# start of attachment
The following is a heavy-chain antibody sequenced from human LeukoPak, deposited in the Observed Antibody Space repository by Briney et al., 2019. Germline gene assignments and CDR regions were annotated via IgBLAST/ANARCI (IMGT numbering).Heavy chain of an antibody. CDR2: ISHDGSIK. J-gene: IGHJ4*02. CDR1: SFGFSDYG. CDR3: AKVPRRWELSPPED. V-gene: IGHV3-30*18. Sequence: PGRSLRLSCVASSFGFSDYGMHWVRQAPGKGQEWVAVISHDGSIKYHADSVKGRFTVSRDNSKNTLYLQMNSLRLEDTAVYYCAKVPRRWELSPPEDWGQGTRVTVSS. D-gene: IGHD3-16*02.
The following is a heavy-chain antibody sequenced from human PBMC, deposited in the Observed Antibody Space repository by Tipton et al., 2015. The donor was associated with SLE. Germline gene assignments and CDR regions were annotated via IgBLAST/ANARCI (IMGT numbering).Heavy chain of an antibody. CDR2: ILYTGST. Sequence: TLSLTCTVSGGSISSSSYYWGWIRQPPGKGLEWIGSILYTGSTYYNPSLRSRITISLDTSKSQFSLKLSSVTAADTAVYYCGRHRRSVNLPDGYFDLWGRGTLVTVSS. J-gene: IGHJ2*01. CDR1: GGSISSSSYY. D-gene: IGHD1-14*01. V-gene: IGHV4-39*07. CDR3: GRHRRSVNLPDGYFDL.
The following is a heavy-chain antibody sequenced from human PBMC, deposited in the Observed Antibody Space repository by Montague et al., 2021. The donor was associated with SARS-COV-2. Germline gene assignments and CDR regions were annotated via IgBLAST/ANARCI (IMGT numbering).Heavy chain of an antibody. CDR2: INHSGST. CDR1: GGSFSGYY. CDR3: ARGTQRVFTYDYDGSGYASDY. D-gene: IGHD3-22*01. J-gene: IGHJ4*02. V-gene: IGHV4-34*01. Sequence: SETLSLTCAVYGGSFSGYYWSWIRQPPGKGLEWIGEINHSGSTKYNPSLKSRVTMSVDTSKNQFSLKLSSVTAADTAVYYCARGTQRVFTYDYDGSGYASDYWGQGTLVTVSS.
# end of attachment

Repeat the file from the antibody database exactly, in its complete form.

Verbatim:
The following is a heavy-chain antibody sequenced from human LeukoPak, deposited in the Observed Antibody Space repository by Briney et al., 2019. Germline gene assignments and CDR regions were annotated via IgBLAST/ANARCI (IMGT numbering).Heavy chain of an antibody. CDR2: ISHDGSIK. J-gene: IGHJ4*02. CDR1: SFGFSDYG. CDR3: AKVPRRWELSPPED. V-gene: IGHV3-30*18. Sequence: PGRSLRLSCVASSFGFSDYGMHWVRQAPGKGQEWVAVISHDGSIKYHADSVKGRFTVSRDNSKNTLYLQMNSLRLEDTAVYYCAKVPRRWELSPPEDWGQGTRVTVSS. D-gene: IGHD3-16*02.
The following is a heavy-chain antibody sequenced from human PBMC, deposited in the Observed Antibody Space repository by Tipton et al., 2015. The donor was associated with SLE. Germline gene assignments and CDR regions were annotated via IgBLAST/ANARCI (IMGT numbering).Heavy chain of an antibody. CDR2: ILYTGST. Sequence: TLSLTCTVSGGSISSSSYYWGWIRQPPGKGLEWIGSILYTGSTYYNPSLRSRITISLDTSKSQFSLKLSSVTAADTAVYYCGRHRRSVNLPDGYFDLWGRGTLVTVSS. J-gene: IGHJ2*01. CDR1: GGSISSSSYY. D-gene: IGHD1-14*01. V-gene: IGHV4-39*07. CDR3: GRHRRSVNLPDGYFDL.
The following is a heavy-chain antibody sequenced from human PBMC, deposited in the Observed Antibody Space repository by Montague et al., 2021. The donor was associated with SARS-COV-2. Germline gene assignments and CDR regions were annotated via IgBLAST/ANARCI (IMGT numbering).Heavy chain of an antibody. CDR2: INHSGST. CDR1: GGSFSGYY. CDR3: ARGTQRVFTYDYDGSGYASDY. D-gene: IGHD3-22*01. J-gene: IGHJ4*02. V-gene: IGHV4-34*01. Sequence: SETLSLTCAVYGGSFSGYYWSWIRQPPGKGLEWIGEINHSGSTKYNPSLKSRVTMSVDTSKNQFSLKLSSVTAADTAVYYCARGTQRVFTYDYDGSGYASDYWGQGTLVTVSS.